—howard


On Jun 2, 2022, at 10:39 AM, Andrew Burwell via groups.io <andrew_burwell@...> wrote:
 
I get slight field rotation if I'm not fully leveled. Especially if I rely on a bubble level. It's better to take the mount head off and properly level the tripod with something more reliable. I've also noticed on light weight tripods and mounts that the weight of the load can shift things slightly (flexure) on each side of the meridian causing a slight bit of rotation in the images once stacked. But in both cases it can easily be cropped from a final image without losing much data. But when properly leveled I still see a very tiny amount and still need to crop just a tad.
-Andrew
 

--
Roland Christen
Astro-Physics

--
Roland Christen
Astro-Physics


Re: Field Rotation

Steve Reilly
 

I might should have maybe mentioned I image with a 12.5” RC and AP1200GTO with a image scale of 0.62 arc seconds.

 

-Steve

 

From: main@ap-gto.groups.io <main@ap-gto.groups.io> On Behalf Of Steve Reilly via groups.io
Sent: Thursday, June 2, 2022 1:13 PM
To: main@ap-gto.groups.io
Subject: Re: [ap-gto] Field Rotation

 

Just for clarity what is considered suitable imaging alignment? How close do you want the PA to be? I had always thought that having it too close was harder for guiding as it would be rocking on both sides to correct. Maybe that’s outdated thinking…From what I see and Ray informed me of I’m think my PA is OK but….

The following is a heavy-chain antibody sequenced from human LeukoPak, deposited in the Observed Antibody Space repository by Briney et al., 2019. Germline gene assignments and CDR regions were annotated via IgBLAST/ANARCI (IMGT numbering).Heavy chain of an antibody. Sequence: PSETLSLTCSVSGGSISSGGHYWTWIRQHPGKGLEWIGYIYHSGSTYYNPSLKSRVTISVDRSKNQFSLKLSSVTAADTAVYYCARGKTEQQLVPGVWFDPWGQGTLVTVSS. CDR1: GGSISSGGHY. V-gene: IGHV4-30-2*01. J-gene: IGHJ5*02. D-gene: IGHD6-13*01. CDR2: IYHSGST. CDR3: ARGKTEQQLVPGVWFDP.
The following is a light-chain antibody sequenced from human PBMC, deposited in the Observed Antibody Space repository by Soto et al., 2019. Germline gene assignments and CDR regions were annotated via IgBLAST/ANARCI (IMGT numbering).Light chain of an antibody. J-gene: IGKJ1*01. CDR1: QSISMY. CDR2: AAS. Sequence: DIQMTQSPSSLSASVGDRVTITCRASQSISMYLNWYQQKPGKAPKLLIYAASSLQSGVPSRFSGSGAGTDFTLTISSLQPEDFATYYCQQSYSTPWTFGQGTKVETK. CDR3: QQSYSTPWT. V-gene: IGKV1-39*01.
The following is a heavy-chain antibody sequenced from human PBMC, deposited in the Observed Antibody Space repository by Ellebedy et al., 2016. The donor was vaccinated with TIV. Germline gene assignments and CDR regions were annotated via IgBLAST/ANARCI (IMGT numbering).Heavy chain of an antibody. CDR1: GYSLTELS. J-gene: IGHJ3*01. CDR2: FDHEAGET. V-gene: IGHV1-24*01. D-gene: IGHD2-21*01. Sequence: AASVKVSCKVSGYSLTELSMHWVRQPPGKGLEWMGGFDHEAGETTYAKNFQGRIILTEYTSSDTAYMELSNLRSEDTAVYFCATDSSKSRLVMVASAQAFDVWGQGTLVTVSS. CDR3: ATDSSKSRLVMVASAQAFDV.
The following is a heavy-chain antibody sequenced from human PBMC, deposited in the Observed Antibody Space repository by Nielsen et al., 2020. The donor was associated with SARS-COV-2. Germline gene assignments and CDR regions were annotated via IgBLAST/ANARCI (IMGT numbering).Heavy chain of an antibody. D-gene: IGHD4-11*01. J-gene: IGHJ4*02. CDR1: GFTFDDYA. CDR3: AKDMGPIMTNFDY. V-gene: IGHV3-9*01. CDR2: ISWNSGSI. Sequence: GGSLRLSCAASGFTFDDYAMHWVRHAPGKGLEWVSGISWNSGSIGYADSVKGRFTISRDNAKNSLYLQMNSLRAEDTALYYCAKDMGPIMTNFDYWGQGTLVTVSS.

A screenshot of a computer

Description automatically generated with medium confidenceGraphical user interface

Description automatically generated with low confidence

 

Should I refine this? It’s Greek to me….

 

-Steve

 

 

From: main@ap-gto.groups.io <main@ap-gto.groups.io> On Behalf Of Roland Christen via groups.io
Sent: Thursday, June 2, 2022 12:17 PM
To: main@ap-gto.groups.io
Subject: Re: [ap-gto] Field Rotation

 

Leveling the mount has no effect whatsoever on field rotation. A mount does not need to be level, the polar axis just needs to be pointed at the pole. That axis doesn't care where its support structure is pointing - it could be completely upside down or sideways, and it would make zero difference in the mount's tracking or pointing ability.

 

Rolando

 

-----Original Message-----
From: Howard Ritter via groups.io <
howard.ritter@...>
To:
main@ap-gto.groups.io
Sent: Thu, Jun 2, 2022 10:59 am
Subject: Re: [ap-gto] Field Rotation

That seems counterintuitive. The mount should be insensitive to leveling error, since the process of polar alignment with each new setting up accounts for any direction of out-of-level. And in any case, the process of leveling would seem to me to be pretty coarse by comparison, and the error in leveling far greater, than the error in aligning. Or am I misunderstanding something?

 

—howard

 

On Jun 2, 2022, at 10:39 AM, Andrew Burwell via groups.io <andrew_burwell@...> wrote: